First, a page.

Monday, January 23, 2012

CRI Testing Program - Soil Removal

Last week we discussed what CRI certification really means for carpet extractors. Over the next few weeks, we will analyze the three different areas that the CRI testing program certifies machine performance in. These include soil removal, water containment and carpet appearance retention.

The combination of foot traffic and dust settlement can lead to a large amount of soil buildup in carpet, requiring the need for soil removal. CRI’s soil removal test utilizes X-ray fluorescence (XRF) technology developed by NASA that analyzes the emission spectrum when an atom is excited. In the test, a patch of carpet receives a set amount of soil. The cleaning machine is then allowed to extract the carpet. After the machine is done cleaning, the XRF gun irradiates the carpet, and the soil left behind emits fluorescent X-ray radiation based on the energy characteristics of each element. Scientists then measure the intensities of the emitted energies to determine how much soil remains in the sample. If the extractor is able to remove 55-70 percent of the soil it receives bronze certification, 70-80 percent earns silver distinction and by removing 80 or more percent of the soil the extractor is rated with a gold certification for soil removal.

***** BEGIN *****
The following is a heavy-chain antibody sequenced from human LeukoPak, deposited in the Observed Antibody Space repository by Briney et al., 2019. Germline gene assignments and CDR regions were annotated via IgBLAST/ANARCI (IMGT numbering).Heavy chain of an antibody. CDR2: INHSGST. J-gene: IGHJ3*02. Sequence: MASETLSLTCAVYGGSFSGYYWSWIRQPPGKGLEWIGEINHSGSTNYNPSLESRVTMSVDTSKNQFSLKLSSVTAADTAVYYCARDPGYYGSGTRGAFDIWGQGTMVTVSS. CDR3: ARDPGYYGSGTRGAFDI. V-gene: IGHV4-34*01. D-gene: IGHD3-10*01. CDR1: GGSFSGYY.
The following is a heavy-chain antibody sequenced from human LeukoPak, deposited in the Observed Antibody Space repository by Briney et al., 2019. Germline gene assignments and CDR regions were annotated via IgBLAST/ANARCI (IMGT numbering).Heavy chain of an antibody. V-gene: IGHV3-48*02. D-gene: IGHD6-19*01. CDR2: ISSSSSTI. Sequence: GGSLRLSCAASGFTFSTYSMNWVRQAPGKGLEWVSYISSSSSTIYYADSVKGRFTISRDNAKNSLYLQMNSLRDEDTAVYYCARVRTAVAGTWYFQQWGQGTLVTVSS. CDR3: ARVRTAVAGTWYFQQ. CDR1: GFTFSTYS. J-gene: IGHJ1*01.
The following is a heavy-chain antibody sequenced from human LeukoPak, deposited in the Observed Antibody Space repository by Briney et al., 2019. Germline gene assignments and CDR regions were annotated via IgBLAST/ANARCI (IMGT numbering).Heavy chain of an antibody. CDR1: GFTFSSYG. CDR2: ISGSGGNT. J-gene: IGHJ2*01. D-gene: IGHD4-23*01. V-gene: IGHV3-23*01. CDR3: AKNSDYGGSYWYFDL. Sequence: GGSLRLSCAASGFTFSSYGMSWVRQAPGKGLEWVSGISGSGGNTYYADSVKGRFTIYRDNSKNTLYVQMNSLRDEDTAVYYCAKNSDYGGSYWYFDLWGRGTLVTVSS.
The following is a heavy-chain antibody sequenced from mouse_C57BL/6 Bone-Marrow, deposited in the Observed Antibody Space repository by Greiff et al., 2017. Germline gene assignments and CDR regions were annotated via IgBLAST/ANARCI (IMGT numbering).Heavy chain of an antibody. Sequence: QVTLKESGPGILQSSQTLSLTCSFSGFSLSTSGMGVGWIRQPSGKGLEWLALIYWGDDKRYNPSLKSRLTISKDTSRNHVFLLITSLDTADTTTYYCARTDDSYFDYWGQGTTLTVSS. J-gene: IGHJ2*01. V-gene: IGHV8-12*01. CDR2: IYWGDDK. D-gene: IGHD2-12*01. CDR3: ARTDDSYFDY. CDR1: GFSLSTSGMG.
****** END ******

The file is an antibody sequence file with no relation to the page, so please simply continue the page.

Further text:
Check back next week for a discussion on the CRI testing program for water containment.

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